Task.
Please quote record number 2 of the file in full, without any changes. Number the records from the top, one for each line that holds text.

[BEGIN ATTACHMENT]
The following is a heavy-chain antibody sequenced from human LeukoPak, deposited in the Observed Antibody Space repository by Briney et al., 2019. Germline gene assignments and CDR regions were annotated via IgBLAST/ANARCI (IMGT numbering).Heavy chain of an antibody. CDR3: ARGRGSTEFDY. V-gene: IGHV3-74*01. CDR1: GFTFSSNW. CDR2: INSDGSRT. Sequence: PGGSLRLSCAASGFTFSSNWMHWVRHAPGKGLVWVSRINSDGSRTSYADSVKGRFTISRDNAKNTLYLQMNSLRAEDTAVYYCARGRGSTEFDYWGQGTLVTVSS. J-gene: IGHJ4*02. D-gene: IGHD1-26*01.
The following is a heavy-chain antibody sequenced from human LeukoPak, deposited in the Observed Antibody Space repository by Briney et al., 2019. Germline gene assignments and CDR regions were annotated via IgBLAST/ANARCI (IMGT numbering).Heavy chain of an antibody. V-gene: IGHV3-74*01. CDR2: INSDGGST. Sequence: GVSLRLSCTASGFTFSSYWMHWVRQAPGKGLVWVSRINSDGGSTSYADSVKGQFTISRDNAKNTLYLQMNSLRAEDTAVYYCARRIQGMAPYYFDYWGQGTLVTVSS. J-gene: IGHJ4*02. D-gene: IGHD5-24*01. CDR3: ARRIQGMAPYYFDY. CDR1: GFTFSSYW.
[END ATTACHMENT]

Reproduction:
The following is a heavy-chain antibody sequenced from human LeukoPak, deposited in the Observed Antibody Space repository by Briney et al., 2019. Germline gene assignments and CDR regions were annotated via IgBLAST/ANARCI (IMGT numbering).Heavy chain of an antibody. V-gene: IGHV3-74*01. CDR2: INSDGGST. Sequence: GVSLRLSCTASGFTFSSYWMHWVRQAPGKGLVWVSRINSDGGSTSYADSVKGQFTISRDNAKNTLYLQMNSLRAEDTAVYYCARRIQGMAPYYFDYWGQGTLVTVSS. J-gene: IGHJ4*02. D-gene: IGHD5-24*01. CDR3: ARRIQGMAPYYFDY. CDR1: GFTFSSYW.